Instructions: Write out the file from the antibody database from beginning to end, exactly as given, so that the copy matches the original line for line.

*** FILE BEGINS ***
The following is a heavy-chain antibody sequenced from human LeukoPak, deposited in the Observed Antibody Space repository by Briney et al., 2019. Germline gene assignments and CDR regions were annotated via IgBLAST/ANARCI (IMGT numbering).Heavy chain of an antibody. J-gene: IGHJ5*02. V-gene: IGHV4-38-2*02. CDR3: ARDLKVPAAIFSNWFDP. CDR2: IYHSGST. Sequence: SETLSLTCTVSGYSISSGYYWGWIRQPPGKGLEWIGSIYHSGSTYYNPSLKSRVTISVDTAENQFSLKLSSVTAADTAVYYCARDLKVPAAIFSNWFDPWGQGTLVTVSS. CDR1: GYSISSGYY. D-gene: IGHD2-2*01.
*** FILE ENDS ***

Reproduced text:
The following is a heavy-chain antibody sequenced from human LeukoPak, deposited in the Observed Antibody Space repository by Briney et al., 2019. Germline gene assignments and CDR regions were annotated via IgBLAST/ANARCI (IMGT numbering).Heavy chain of an antibody. J-gene: IGHJ5*02. V-gene: IGHV4-38-2*02. CDR3: ARDLKVPAAIFSNWFDP. CDR2: IYHSGST. Sequence: SETLSLTCTVSGYSISSGYYWGWIRQPPGKGLEWIGSIYHSGSTYYNPSLKSRVTISVDTAENQFSLKLSSVTAADTAVYYCARDLKVPAAIFSNWFDPWGQGTLVTVSS. CDR1: GYSISSGYY. D-gene: IGHD2-2*01.